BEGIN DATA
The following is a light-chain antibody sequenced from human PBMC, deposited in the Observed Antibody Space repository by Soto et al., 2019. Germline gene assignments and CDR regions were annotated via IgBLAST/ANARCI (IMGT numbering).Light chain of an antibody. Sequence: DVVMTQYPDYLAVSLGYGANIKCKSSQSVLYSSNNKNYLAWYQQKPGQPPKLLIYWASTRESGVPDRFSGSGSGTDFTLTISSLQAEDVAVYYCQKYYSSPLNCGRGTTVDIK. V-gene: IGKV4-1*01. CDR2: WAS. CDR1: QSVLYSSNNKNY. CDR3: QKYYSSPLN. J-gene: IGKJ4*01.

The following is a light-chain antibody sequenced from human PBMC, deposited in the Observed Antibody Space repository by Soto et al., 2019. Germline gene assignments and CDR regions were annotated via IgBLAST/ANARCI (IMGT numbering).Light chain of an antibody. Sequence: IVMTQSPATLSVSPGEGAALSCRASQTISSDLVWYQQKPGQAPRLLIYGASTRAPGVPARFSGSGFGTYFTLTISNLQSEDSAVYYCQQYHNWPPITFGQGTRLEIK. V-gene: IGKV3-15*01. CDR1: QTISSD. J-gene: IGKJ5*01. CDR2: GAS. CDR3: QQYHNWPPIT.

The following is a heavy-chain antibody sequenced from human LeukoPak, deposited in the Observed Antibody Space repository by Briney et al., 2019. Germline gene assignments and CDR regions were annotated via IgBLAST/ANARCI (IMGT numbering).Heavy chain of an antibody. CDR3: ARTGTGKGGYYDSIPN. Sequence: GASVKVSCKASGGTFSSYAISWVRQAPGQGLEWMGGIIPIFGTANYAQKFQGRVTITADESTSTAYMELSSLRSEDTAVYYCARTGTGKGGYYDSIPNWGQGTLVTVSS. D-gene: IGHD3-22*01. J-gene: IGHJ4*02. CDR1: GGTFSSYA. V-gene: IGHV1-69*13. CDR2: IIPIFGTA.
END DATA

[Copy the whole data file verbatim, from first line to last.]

The following is a light-chain antibody sequenced from human PBMC, deposited in the Observed Antibody Space repository by Soto et al., 2019. Germline gene assignments and CDR regions were annotated via IgBLAST/ANARCI (IMGT numbering).Light chain of an antibody. Sequence: DVVMTQYPDYLAVSLGYGANIKCKSSQSVLYSSNNKNYLAWYQQKPGQPPKLLIYWASTRESGVPDRFSGSGSGTDFTLTISSLQAEDVAVYYCQKYYSSPLNCGRGTTVDIK. V-gene: IGKV4-1*01. CDR2: WAS. CDR1: QSVLYSSNNKNY. CDR3: QKYYSSPLN. J-gene: IGKJ4*01.

The following is a light-chain antibody sequenced from human PBMC, deposited in the Observed Antibody Space repository by Soto et al., 2019. Germline gene assignments and CDR regions were annotated via IgBLAST/ANARCI (IMGT numbering).Light chain of an antibody. Sequence: IVMTQSPATLSVSPGEGAALSCRASQTISSDLVWYQQKPGQAPRLLIYGASTRAPGVPARFSGSGFGTYFTLTISNLQSEDSAVYYCQQYHNWPPITFGQGTRLEIK. V-gene: IGKV3-15*01. CDR1: QTISSD. J-gene: IGKJ5*01. CDR2: GAS. CDR3: QQYHNWPPIT.

The following is a heavy-chain antibody sequenced from human LeukoPak, deposited in the Observed Antibody Space repository by Briney et al., 2019. Germline gene assignments and CDR regions were annotated via IgBLAST/ANARCI (IMGT numbering).Heavy chain of an antibody. CDR3: ARTGTGKGGYYDSIPN. Sequence: GASVKVSCKASGGTFSSYAISWVRQAPGQGLEWMGGIIPIFGTANYAQKFQGRVTITADESTSTAYMELSSLRSEDTAVYYCARTGTGKGGYYDSIPNWGQGTLVTVSS. D-gene: IGHD3-22*01. J-gene: IGHJ4*02. CDR1: GGTFSSYA. V-gene: IGHV1-69*13. CDR2: IIPIFGTA.